How to navigate bathroom challenges faced by elderly people
It’s easy to take going to the bathroom for granted
Using the bathroom for anyone with full control and function of their body is just second nature.
We barely give it a second thought, taking our privacy and independence to complete our bathroom routine entirely for granted. For an elderly person who has enjoyed this freedom their whole life before suddenly being affected by a physical impairment from ageing or a condition, bathroom mobility is anything but a minor consideration.
In this guide, we offer some insight into the process of bathroom mobility and the challenges it brings. This topic is something our team, our community of OTs and our users encounter every day. We continually talk to our community to understand what specific areas are most challenging, and find ways to build new features into our product range to best meet these needs. Read on to learn more about bathroom mobility for seniors and how you or your loved one can navigate the process easier.
3 Bathroom issues to check out
1. The basin and mirror too high
A mirror may be placed at the perfect eye line for someone standing up straight, but for someone with a mobility impairment or a posture-effected elderly person, it may be difficult to properly use the mirror or basin. An important part of the bathroom routine, this issue can be a real hassle for residents.
2. The floor is slippery
Bathrooms are slippery environments, even within the most disciplined of households. A bath mat may provide some protection for part of the floor, but these in themselves can act as tripping hazards for elderly users. Tiles, lino or wooden floors all become very slippery during and after showering. It doesn’t take a splash of water either; the moisture from steam can leave a thin layer of water on the floor enough to up-end anyone who doesn’t take extreme care.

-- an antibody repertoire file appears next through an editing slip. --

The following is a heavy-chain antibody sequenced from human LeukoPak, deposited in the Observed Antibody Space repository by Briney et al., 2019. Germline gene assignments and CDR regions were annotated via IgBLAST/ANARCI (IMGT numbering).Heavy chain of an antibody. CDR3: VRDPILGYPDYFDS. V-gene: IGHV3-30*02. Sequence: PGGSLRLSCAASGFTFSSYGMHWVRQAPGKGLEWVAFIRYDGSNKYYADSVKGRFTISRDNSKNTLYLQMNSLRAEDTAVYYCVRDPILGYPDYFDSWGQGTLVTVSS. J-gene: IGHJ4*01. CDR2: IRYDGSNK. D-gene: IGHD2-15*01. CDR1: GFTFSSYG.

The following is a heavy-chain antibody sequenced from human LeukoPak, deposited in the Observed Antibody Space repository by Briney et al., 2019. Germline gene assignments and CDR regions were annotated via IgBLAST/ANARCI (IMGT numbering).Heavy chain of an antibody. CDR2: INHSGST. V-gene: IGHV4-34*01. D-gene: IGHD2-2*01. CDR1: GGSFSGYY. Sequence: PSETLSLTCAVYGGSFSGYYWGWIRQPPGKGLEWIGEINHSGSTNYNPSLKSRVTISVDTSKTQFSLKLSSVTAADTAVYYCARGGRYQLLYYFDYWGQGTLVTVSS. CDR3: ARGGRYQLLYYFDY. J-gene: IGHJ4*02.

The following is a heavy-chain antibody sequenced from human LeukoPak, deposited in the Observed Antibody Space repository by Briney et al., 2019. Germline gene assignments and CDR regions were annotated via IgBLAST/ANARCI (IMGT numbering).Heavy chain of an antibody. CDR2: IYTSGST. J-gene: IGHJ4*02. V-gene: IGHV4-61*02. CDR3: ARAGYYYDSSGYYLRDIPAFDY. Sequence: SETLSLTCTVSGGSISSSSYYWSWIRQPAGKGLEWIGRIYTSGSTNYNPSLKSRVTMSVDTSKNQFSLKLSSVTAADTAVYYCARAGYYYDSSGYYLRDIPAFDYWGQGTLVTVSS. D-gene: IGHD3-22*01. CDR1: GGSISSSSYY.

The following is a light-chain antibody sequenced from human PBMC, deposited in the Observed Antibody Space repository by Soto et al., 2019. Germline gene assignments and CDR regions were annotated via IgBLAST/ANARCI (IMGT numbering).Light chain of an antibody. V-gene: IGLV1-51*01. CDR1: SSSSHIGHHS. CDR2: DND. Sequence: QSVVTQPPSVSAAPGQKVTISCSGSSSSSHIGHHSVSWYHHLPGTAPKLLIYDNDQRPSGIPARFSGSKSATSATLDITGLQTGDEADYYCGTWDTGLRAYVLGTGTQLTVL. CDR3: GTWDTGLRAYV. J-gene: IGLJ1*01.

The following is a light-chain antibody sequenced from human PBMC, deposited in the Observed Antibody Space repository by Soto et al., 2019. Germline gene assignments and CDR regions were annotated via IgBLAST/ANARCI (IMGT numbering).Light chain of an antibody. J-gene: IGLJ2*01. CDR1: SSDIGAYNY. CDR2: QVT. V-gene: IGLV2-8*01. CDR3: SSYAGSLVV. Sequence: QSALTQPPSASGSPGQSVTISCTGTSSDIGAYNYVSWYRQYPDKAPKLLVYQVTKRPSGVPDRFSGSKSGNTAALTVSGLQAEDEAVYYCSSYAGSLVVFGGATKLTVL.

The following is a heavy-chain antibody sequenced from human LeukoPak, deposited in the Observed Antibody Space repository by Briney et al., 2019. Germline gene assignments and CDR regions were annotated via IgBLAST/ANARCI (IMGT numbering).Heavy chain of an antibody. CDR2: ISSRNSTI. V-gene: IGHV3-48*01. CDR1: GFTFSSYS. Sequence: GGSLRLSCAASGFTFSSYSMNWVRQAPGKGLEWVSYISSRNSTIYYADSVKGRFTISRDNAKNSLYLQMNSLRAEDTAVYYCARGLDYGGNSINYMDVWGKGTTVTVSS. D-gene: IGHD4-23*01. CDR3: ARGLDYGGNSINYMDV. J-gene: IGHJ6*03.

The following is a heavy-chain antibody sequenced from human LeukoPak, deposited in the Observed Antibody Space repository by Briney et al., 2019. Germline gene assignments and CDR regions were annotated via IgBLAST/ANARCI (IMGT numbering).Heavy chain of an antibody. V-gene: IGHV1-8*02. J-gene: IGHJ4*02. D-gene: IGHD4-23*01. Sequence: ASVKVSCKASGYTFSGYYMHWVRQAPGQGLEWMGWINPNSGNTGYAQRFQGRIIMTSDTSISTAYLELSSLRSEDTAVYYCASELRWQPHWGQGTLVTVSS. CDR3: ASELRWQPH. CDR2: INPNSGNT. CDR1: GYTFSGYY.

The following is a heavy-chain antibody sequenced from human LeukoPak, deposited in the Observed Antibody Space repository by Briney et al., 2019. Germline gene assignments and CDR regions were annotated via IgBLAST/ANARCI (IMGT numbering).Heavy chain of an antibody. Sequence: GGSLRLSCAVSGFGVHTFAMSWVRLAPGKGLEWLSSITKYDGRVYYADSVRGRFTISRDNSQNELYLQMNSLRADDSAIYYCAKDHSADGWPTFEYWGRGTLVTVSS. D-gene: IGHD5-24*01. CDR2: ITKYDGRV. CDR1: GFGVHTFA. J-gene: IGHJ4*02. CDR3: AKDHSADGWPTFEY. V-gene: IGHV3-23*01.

When mobility is reduced as it is for many seniors, the ability to steady oneself or correct body position during a slip is often gone. This unsurprisingly causes many falls, some of which can cause serious injury.
There’s a few ways around slippery floors. First, if the household has an aged carer to assist with bathing, they can ensure maximum ventilation as possible through extractor and open windows. This carer may also be able to wipe down surfaces with a towel. But these aren’t failsafe solutions, and during transfer, water will still likely end up on the flooring of the bathroom.
In our view, and in thousands of OTs, along with decades of product research behind us, the bathroom transfer system is the best option to reduce the chance of hazards. These systems contain high grade casters under a chair designed to provide substantial stability. These systems also remove one of the most hazardous movements in the bathroom – getting into and out of the shower. The user stays seated across the toilet, in the shower, transferring out and drying off. When a carer is involved in a heavy lifting motion, it takes a lot of manual effort and proper form to safely remove someone from a shower. With a shower transfer system, the carrying of the client is taken care of by the chair the whole time.
3. Visibility is poor or room is uncomfortably steamy
Actually seeing what you’re doing in the bathroom is important. If ageing has also brought with it a reduction in visual acuity, a dim or steamy room is just adding more potential for a trip or fall.
Keeping the window open and temperature to only a level that’s required is also a quick and free way to control the steam level.
How to help ensure comfort when using the toilet
Toilet seat is too low to get down onto or off
Most standard toilets are built for kids and adults who have no problem with sitting and standing motions from a seat down at about knee-height. An elderly person with reduced mobility will find this manoeuvre very difficult in many cases as it requires legs, bending, back strength and a good command on one’s centre of gravity.
There’s a number of options to combat this. Low-cost toilet raisers can be found online or in your local homewares or mobility store fairly easily. While these might be okay for people with a low level of mobility impairment, they aren’t always perfect for the toilet, and won’t likely take the full brunt of a shifting weight distribution on the toilet. They also may not be the perfect height either, and fixing them securely to the toilet bowl can make them a hassle in a household where all different levels of mobility are using the same toilet throughout the day.
A preferable option would be a system that allows adjustable height, and fits over any toilet. It would also ideally remove the load off the toilet itself and spread this across a wider area in a unit that’s not fixed to the toilet itself. This is why the Showerbuddy system is both an excellent shower chair and an incredible toilet solution as well. It meets all this criteria and more.